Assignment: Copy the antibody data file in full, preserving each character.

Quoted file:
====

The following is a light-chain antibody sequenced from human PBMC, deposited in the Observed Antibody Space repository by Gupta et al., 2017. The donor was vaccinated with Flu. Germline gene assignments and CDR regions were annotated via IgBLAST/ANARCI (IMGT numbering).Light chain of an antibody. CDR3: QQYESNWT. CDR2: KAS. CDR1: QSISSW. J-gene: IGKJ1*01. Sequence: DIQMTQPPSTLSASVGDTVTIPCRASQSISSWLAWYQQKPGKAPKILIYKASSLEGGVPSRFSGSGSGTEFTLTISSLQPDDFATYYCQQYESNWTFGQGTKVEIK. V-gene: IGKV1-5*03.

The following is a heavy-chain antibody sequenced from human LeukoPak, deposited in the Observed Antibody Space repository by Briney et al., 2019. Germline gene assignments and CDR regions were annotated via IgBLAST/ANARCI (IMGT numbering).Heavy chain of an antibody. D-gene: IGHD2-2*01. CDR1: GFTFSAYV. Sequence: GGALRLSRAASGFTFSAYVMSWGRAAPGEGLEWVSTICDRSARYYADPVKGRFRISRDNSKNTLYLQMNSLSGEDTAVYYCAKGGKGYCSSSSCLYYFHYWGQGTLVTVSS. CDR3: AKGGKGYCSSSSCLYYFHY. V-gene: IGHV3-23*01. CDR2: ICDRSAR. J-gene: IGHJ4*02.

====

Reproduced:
The following is a light-chain antibody sequenced from human PBMC, deposited in the Observed Antibody Space repository by Gupta et al., 2017. The donor was vaccinated with Flu. Germline gene assignments and CDR regions were annotated via IgBLAST/ANARCI (IMGT numbering).Light chain of an antibody. CDR3: QQYESNWT. CDR2: KAS. CDR1: QSISSW. J-gene: IGKJ1*01. Sequence: DIQMTQPPSTLSASVGDTVTIPCRASQSISSWLAWYQQKPGKAPKILIYKASSLEGGVPSRFSGSGSGTEFTLTISSLQPDDFATYYCQQYESNWTFGQGTKVEIK. V-gene: IGKV1-5*03.

The following is a heavy-chain antibody sequenced from human LeukoPak, deposited in the Observed Antibody Space repository by Briney et al., 2019. Germline gene assignments and CDR regions were annotated via IgBLAST/ANARCI (IMGT numbering).Heavy chain of an antibody. D-gene: IGHD2-2*01. CDR1: GFTFSAYV. Sequence: GGALRLSRAASGFTFSAYVMSWGRAAPGEGLEWVSTICDRSARYYADPVKGRFRISRDNSKNTLYLQMNSLSGEDTAVYYCAKGGKGYCSSSSCLYYFHYWGQGTLVTVSS. CDR3: AKGGKGYCSSSSCLYYFHY. V-gene: IGHV3-23*01. CDR2: ICDRSAR. J-gene: IGHJ4*02.